My dad was never really big on comedians. It wasnâ€™t that he lacked a sense of humor â€“ he loved to laugh at funny stories and real life situations, but comedians, especially television comedians and comedy programs, generally left him cold. There was, however, one gargantuan exception, and that was Jackie Gleason.
I can recall being a boy and watching the Jackie Gleason variety show on Saturday nights with my dad â€“ he with a beer and I with a Dadâ€™s Root Beer. As much as I would enjoy watching Jackie portray the â€œPoor Soulâ€, â€œReginald Van Gleason IIIâ€ â€œJoe the Bartenderâ€ and â€œCharlie Bratton, the Loudmouth,â€ I got the most pleasure out of watching my dad howl with laughter. All these characters, in one way or another, spoke to him.
The variety show began doing a regular sketch about a working-class bus driver who lived in a cold-water flat in Brooklyn with this wife and their goofy upstairs neighbor. Of course, this was the Honeymooners, which ultimately became a regular network program and ultimately a syndicated series that still airs today. If standing the test of time is a critical ingredient to greatness, the Honeymooners more than qualifies.
I donâ€™t think that there ever has been a time when the Honeymooners has not been on TV somewhere. In the New York metropolitan area, local stations run Marathon Honeymooners Weekends, which repeat, back to back, episodes that we all have seen so often that we know the classic scenes and lines by heart.It doesnâ€™t seem to matter, though, for they are still just plain funny. One needs only sit in a tavern and strike up a Honeymooners discussion, and in no time people will quote their favorite lines or describe their favorite scenes. Hereâ€™s one of my favorites:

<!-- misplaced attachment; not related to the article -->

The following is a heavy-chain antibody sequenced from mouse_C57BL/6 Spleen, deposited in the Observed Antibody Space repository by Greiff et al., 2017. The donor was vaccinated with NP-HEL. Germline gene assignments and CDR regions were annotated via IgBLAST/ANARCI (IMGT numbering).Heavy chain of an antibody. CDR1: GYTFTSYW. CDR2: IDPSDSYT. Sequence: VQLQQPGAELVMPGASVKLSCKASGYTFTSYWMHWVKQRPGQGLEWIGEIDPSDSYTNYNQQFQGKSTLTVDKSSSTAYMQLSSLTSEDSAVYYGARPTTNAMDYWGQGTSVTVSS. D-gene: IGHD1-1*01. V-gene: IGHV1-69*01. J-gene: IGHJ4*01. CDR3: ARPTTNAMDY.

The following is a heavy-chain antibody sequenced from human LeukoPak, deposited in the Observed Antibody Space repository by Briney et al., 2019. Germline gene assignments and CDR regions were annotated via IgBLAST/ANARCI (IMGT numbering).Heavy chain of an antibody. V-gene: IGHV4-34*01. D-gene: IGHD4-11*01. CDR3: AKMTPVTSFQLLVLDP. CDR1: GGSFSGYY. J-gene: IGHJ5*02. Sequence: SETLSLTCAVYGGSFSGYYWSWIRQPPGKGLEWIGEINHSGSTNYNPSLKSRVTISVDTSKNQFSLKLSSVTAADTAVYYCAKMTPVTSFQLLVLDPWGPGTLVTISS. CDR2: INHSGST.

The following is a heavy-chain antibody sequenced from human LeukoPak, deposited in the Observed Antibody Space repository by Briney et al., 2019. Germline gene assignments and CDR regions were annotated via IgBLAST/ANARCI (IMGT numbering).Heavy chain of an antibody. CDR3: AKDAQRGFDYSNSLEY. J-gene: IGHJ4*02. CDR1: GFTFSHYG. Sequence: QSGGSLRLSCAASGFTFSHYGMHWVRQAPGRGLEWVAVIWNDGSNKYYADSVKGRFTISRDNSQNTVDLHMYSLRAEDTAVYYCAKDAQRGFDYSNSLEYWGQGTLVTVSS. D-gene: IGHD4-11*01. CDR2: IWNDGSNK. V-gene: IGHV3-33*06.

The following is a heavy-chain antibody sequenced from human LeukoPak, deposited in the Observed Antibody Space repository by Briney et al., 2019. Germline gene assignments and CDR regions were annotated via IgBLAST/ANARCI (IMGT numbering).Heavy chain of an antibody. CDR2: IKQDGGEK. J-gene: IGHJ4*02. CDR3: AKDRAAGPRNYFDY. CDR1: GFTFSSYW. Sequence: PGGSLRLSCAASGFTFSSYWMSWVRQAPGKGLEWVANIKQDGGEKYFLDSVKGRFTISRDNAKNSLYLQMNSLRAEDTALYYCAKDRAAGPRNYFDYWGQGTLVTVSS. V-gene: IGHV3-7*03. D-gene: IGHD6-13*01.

In a train on their way to a convention of the Loyal Order of Raccoons, in full Raccoon Lodge Regalia, Ralph and Ed Norton find themselves handcuffed together in their sleeper car because Norton was unable to open the trick handcuffs he demonstrated for Ralph. Ralph decides that they should try to get some sleep, even though they remain joined at the wrists. They spend the next few hilarious minutes each trying to climb into his berth. Once they finally managed to get into their berths, there is a moment of silence when Norton breaks the silence:
Norton (from the top berth) â€œRalph?â€
Ralph: (from the lower birth) â€œWHAT?â€
Norton: â€œMind if I smoke?â€
Ralph: â€œI donâ€™t care if you BURN.â€
Gleason and TV, with its close ups, were perfect together because, among his other comedic talents, Gleason could convey a wide variety of emotions with his facial expressions alone. I donâ€™t think Iâ€™ve ever seen anyone do it better. A raised eyebrow as he was approaching critical mass at Nortonâ€™s antics would start the laughter that would crescendo and ultimately erupt when Ralph finally would explode at the hapless Norton. By contrast, we would watch his pained face and false starts at an explanation as he stood behind Alice after pulling a stunt that angered her, but more importantly, disappointed her. His expressions were funny, but at the same time we felt sorry for Alice and even more sorry for Ralph, who let her down, yet again. However, we always knew that everything would turn out OK in the end, and Ralph would tell Alice that she was â€œthe greatest.â€
Jackie Gleason is gone now and so is my dad. I wonder if Jackie would be happy knowing that a few years ago, during the final days of my dadâ€™s terminal illness, we would sit together and watch the same Honeymooners re-runs that we had watched together more than thirty-five years earlier, and as sick as he was, my dad still howled with laughter, and I howled right along with him. For those 22 minutes, The Great One took us both back to a better time.
Jackie Gleason was a big man who lived large. Somehow I was not surprised to learn that his epitaph reads, â€œAnd Away We Go.â€